Home' Aurora : Aurora December 2013 Contents St Peter's Campus Maitland student and
our cover girl, Karley Moran, 16, joined
more than a thousand dancers, singers,
acrobats and artists performing at the
Special Olympics Asia Pacific Games
2013 Opening Ceremony celebration,
hosted at Newcastle's Hunter Stadium on
1 December. Karley performed alongside
some of Australia's finest entertainers,
including Human Nature and Marcia Hines,
as well as 2,500 athletes, their coaches
and carers from 30 nations. For some,
the prospect of dancing in front of an
international audience might be daunting,
but Karley couldn't have been more
excited, having practised every day for
weeks. "My family has really been cheering
me on, they encourage me to dance all the
time," says Karley.
This opportunity has prepared Karley for
working towards her goal of swimming at
the National Games in Melbourne, October
2014, and then the world Summer Games
in Los Angeles in July 2015, all leading to
the next Special Olympics in 2017 when
she hopes to compete in swimming as part
of the Australian team. She was not old
enough to compete this year but already
has a gold, silver and bronze medal to her
name after competing at the 2012 Special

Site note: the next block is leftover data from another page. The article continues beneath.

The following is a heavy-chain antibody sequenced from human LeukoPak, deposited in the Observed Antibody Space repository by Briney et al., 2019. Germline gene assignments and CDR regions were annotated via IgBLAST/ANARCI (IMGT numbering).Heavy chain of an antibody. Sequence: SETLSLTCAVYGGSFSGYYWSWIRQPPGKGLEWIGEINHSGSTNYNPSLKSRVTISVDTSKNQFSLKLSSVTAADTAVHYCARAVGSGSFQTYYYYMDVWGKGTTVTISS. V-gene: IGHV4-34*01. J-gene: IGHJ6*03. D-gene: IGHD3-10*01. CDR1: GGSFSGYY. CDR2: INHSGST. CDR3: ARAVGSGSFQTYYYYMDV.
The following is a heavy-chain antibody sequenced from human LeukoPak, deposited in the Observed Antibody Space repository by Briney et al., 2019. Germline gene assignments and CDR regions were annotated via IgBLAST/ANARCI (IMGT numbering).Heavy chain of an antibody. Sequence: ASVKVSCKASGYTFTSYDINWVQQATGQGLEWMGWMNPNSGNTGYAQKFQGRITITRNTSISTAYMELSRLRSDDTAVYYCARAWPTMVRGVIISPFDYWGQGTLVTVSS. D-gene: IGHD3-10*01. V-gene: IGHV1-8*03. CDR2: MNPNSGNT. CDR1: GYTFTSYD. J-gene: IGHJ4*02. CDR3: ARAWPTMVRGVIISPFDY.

Olympics Australia Junior National Games.
Karley's mother, Kim, is extremely proud of
her daughter's achievements and credits
the support Karley has at home and at
school. "It isn't just me, it's her teachers and
everyone involved in her life, her brothers,
sister and Dad. She's worked really hard
to get where she is," says Kim. Whilst
encouragement and support are always at
hand, Kim mentions that Karley has a very
strong sense of self and she enjoys seeing
Karley build confidence on her own, with
swimming and dancing playing a huge
part in shaping her self-awareness and
improving her ability.
Karley was not alone in the excitement she
felt, dancing at the Opening Ceremony.
CatholicCare Social Services Hunter-
Manning (Gold Sponsor of the Games)
was delighted to have three disability
service users join her in performing at the
Opening Ceremony. Brian 67, Malcolm,
44 and Ben, 29, were equally confident
their routine would go off without a glitch.
"I've been practising every night, I just love
it!" Malcolm said. Malcolm and Brian are
residents at one of CatholicCare's Hunter
Group Homes and were absolutely thrilled
to have their carers' encouragement and
support in the lead-up to the event. Louise
Rak, CatholicCare's Operations Manager,
Community Support, said, "Supporting
the Games was an opportunity for us to
promote the importance of independence
and equality for people with disability
and the contribution they make in our
The Games also coincide with International
Day of People with Disability (3 December),
presenting a combined opportunity to
acknowledge people in the community with
disability and to reflect on a change in social
attitudes towards creating a more inclusive
way of living.
To learn about new disability housing,
turn to page 8. If you would like further
information on how CatholicCare's
disability services can assist you or your
loved one, visit www.catholiccare.org.au
or P 4944 4400.
BY GERALDINE WILLIAMS
Dancing with the stars
at Special Olympics